U.S. Olympic swimmer Lilly King spoke out about doping on Monday, following her first-place finish in the 100-meter breaststroke final at the Olympics, arguing that athletes who have been banned for doping in the past should not be allowed to compete again.
King, 19, had strong words for both her rival—Russia’s Yulia Efimova, who finished second in the 100-meter race—and for fellow U.S. athletes. When asked, she said U.S. athletes who have been guilty of doping in the past should not be allowed on the team, including U.S. sprinters Justin Gatlin and Tyson Gay, USA Today reported.
“I have to respect (the track authorities’) decision even if it is something I don’t necessarily agree with,” King said, according to USA Today. “No, do I think people who have been caught doping should be on the team? They shouldn’t. It is unfortunate we have to see that.”
Gatlin tested positive for a performance-enhancing substance in 2006 and served a four-year ban on competing. Gay was suspended for a year beginning in 2013 after testing positive for a banned substance.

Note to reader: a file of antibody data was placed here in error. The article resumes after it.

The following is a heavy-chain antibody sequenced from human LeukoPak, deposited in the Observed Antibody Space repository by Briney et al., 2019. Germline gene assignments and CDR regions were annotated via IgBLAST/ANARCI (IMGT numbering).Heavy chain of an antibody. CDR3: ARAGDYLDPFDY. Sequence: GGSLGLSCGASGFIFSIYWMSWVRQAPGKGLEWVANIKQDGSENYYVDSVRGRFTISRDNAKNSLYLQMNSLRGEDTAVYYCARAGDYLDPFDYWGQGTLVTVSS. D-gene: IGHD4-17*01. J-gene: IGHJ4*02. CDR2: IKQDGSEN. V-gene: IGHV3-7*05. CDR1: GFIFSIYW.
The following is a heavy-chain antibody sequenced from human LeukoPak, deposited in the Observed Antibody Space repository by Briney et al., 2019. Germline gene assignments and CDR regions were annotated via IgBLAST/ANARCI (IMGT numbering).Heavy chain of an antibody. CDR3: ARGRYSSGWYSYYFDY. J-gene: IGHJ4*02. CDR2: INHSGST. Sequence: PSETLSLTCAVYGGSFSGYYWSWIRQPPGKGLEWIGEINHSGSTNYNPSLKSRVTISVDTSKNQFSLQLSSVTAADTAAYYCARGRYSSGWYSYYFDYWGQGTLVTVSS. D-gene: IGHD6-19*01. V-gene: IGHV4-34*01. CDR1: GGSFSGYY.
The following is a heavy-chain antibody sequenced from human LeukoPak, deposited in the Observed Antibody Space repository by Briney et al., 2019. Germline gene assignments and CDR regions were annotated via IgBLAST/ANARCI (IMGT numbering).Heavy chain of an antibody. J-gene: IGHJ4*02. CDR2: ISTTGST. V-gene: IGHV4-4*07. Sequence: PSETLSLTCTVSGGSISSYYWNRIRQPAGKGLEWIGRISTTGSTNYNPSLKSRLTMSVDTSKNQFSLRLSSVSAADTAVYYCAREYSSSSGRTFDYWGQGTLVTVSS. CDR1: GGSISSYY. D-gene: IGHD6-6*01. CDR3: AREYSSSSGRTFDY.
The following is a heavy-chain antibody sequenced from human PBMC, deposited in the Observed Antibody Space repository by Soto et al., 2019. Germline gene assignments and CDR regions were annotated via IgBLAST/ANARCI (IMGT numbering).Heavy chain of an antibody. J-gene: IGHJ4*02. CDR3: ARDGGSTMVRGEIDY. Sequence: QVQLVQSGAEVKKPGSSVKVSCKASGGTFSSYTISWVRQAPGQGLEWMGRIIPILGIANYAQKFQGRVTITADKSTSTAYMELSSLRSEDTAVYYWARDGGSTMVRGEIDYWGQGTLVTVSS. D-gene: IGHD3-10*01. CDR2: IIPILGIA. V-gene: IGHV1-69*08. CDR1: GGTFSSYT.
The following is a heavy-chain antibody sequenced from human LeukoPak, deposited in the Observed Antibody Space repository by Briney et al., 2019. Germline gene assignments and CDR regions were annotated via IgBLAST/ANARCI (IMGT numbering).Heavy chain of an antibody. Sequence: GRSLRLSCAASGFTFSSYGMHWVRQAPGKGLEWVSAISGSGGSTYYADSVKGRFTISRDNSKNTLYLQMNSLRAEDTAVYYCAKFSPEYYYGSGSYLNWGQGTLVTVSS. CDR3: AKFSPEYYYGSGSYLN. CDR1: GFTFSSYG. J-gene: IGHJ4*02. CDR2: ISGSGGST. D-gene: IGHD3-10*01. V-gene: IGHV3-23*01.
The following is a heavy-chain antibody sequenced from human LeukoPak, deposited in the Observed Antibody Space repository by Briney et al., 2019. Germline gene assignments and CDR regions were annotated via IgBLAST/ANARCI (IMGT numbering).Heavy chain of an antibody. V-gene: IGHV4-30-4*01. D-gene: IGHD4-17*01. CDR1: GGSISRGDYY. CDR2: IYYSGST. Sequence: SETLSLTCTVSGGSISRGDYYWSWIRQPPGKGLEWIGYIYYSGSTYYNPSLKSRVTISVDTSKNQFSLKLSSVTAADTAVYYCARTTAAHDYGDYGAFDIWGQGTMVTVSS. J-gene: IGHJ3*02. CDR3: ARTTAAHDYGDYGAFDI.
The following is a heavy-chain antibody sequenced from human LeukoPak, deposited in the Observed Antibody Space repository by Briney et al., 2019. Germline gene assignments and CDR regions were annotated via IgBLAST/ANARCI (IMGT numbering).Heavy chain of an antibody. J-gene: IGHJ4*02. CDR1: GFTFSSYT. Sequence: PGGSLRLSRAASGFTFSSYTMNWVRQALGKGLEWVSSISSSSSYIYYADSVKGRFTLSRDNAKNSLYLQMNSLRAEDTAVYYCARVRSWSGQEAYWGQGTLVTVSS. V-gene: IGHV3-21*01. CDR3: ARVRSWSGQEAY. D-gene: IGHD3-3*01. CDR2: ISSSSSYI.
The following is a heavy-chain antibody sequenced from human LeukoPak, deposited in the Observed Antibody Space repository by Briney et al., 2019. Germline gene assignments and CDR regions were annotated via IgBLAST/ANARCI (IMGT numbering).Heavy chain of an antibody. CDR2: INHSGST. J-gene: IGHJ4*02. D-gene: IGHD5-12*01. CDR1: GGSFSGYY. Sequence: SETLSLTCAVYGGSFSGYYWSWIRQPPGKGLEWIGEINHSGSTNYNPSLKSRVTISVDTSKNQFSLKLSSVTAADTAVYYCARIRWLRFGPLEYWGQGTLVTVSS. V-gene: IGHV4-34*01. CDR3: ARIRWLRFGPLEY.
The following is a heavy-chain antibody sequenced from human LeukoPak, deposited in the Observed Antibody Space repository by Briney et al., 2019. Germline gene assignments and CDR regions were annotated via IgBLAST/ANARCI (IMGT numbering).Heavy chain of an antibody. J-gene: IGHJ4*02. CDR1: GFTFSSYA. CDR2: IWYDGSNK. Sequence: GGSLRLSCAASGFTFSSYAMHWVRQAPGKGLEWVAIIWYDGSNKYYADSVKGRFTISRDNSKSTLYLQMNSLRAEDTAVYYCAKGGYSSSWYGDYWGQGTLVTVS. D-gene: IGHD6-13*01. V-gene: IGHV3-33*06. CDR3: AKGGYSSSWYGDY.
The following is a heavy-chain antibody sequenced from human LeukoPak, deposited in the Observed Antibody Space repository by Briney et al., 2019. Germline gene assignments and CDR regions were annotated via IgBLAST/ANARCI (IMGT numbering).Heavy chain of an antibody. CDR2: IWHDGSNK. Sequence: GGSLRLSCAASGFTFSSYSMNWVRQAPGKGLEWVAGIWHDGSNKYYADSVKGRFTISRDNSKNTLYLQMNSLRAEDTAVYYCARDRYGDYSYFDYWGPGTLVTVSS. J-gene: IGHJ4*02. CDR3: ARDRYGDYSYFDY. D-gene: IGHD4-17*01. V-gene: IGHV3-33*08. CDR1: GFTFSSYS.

“It is just something that needs to be set in stone that this is what we are going to do,” King said, according to USA Today. “Let’s settle this and be done with it. There should not be any bouncing back and forwards.”
Efimova served a 16-month doping suspension from 2013 to 2015, and she tested positive for a recently banned performance enhancer that is still being studied by experts.
- Yes, Climate Change Is Making Storms Like Hurricane Ian Worse
- 2022 Time100 NEXT: TIME’s List Of Emerging Leaders Who Are Shaping the Future
- Industrial Farming Causes Climate Change. The ‘Slow Food’ Movement Wants to Stop It
- What Reading 220 History Textbooks Taught One Scholar About Racism in America
- Artist Oliver Jeffers Wants to Paint the World Out of a Corner
- A Vibrant North Korean Community in London Finds Its Days Are Numbered
- COVID-19 Vaccines Can Make Periods Longer, Study Says
- Column: What Happened When My Entire Family Came Out
- How DeSantis Handles Hurricane Ian Will Shape His Political Future